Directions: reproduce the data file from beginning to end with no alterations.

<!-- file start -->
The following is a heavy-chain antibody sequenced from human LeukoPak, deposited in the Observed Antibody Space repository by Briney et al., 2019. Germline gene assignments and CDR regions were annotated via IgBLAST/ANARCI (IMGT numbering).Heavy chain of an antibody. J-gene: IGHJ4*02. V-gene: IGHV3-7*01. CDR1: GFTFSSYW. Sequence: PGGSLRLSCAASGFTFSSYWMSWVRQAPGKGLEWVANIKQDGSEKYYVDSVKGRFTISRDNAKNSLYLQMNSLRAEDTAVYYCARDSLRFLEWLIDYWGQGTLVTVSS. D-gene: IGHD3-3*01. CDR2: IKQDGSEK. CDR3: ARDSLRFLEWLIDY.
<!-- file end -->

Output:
The following is a heavy-chain antibody sequenced from human LeukoPak, deposited in the Observed Antibody Space repository by Briney et al., 2019. Germline gene assignments and CDR regions were annotated via IgBLAST/ANARCI (IMGT numbering).Heavy chain of an antibody. J-gene: IGHJ4*02. V-gene: IGHV3-7*01. CDR1: GFTFSSYW. Sequence: PGGSLRLSCAASGFTFSSYWMSWVRQAPGKGLEWVANIKQDGSEKYYVDSVKGRFTISRDNAKNSLYLQMNSLRAEDTAVYYCARDSLRFLEWLIDYWGQGTLVTVSS. D-gene: IGHD3-3*01. CDR2: IKQDGSEK. CDR3: ARDSLRFLEWLIDY.